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Agriculture: Growing Maryland's Future

Agriculture is at Maryland's core.  Our economy and commerce began with agriculture – farming, dairy, livestock, and poultry.  Cities, towns, and villages all across Maryland began – in some cases over 300 years ago – as centers of commerce and transportation for taking harvests to market.

The Department of Agriculture reports that approximately 350,000 people in Maryland are employed in some aspect of agriculture, making it the largest commercial industry in the state. Agriculture also remains the single largest land use in the state with roughly 32 percent of Maryland land used for farming in 2011.

Today, like many businesses in Maryland, farmers face a siege of regulations and taxes that threaten to undermine the viability of an important industry that is deeply woven into Maryland's history.  Maryland farmers are being held to a higher environmental standard by the EPA than surrounding states.  Beyond agricultural runoff, Maryland's hard working farmers are being blamed for clean water issues that involve other factors such as poor storm water and wastewater management, as well as aging septic systems.  Unfortunately, there is little interest from developers to undertake the huge cost of building new communities in rural areas that involve money to improve or replace these systems.

We need a pragmatic, balanced approach to regulating farming and agriculture in Maryland without over-regulating this important industry out of existence.  Maryland farmers should not singled out by the EPA or by legislators in Annapolis, and made the scapegoat for a problem that has many sources outside their control.  We must also prevent Maryland's Inheritance and Estate taxes from forcing family survivors to sell businesses and property, handed down through generations--especially farms--just to pay the tax.

Willis Redden, SrWe need to give farmers such as Willis Redden, Sr., the opportunity to thrive for generations to come in Maryland, not saddle them with regulations and government bureaucrats who will not listen.

A NEW WAY FORWARD:

As Governor,

  • I will propose the REPEAL of the "RAIN TAX" that unfairly imposes a special "storm water management fee" upon Maryland landowners – individual and businesses -- in counties that treat storm water released into the Chesapeake Bay.  This is an example of a pervasive attitude in Annapolis to "hurt Maryland first" with disproportionate taxes and fees since Maryland is the only state that has enacted or imposed such a crazy and abusive tax on its citizens among other neighboring states that contribute to the problem.  Taxes like the "Rain Tax" are not only bizarre and unreasonable, but they "cheapen" environmental issues when taxpayers see them as little more than a quick-fix excuse by legislators to backfill the fiscal shortfalls of out-of-control spending in Annapolis.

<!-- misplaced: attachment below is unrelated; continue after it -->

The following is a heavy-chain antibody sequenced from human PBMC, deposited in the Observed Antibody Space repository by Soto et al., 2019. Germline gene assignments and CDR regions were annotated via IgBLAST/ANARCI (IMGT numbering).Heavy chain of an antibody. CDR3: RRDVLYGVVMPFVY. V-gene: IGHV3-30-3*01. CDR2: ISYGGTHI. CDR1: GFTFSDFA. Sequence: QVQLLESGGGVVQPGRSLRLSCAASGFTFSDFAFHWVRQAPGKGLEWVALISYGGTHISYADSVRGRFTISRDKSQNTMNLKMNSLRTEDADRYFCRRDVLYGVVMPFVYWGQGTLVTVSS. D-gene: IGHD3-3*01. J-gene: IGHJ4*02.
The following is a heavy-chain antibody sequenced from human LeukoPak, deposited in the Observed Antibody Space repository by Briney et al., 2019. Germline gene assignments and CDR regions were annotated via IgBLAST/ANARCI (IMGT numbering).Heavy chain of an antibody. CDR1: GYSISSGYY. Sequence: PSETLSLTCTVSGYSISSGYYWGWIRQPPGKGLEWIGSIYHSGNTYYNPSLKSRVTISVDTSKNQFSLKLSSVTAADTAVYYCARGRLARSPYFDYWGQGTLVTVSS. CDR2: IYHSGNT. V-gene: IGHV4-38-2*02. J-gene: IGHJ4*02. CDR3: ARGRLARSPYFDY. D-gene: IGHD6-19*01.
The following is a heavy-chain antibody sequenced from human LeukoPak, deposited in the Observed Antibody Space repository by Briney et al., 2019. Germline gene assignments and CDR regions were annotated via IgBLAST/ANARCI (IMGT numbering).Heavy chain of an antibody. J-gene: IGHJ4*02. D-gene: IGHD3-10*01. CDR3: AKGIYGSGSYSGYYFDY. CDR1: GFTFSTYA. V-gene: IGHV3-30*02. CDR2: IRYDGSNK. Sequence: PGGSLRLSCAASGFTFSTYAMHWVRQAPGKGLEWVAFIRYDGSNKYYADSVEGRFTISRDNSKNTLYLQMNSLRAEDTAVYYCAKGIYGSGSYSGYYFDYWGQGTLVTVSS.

• I will consider ALL the environmental factors that contribute to the Chesapeake Bay's clean water issues -- not just focus on agricultural runoff-- and will work with our members in Congress to require surrounding states that contribute to the problem adhere to the same strict EPA standards as Maryland and proportionally share in the cost of environmental efforts to protect this vital natural resource.
     
  • Taxes and fees that impact the agricultural industry will be subject to my "ANNUAL STATE FISCAL-USE & EFFICIENCY AUDIT" to determine how monies collected are being spent and whether this spending demonstrates an efficient use of taxpayer money.  Monies not being used for their intended purpose will either be suspended and adjusted through a regulatory change process or I will propose their elimination over a three-year phase out period.
     
  • I will propose the REPEAL of MARYLAND'S INHERITANCE and ESTATE taxes.  These taxes allow the state of Maryland to "rob the dead" by assessing the value of a deceased owner's business or property and forcing family survivors to pay an additional "Death Tax" to the state on top of the cumulative annual taxes that have already been paid.  Taxes like this especially rob farms and agricultural businesses of the rewards reaped from generations of hard work and sacrifice when they are forced to sell the family farm or business, just to pay these taxes.
     
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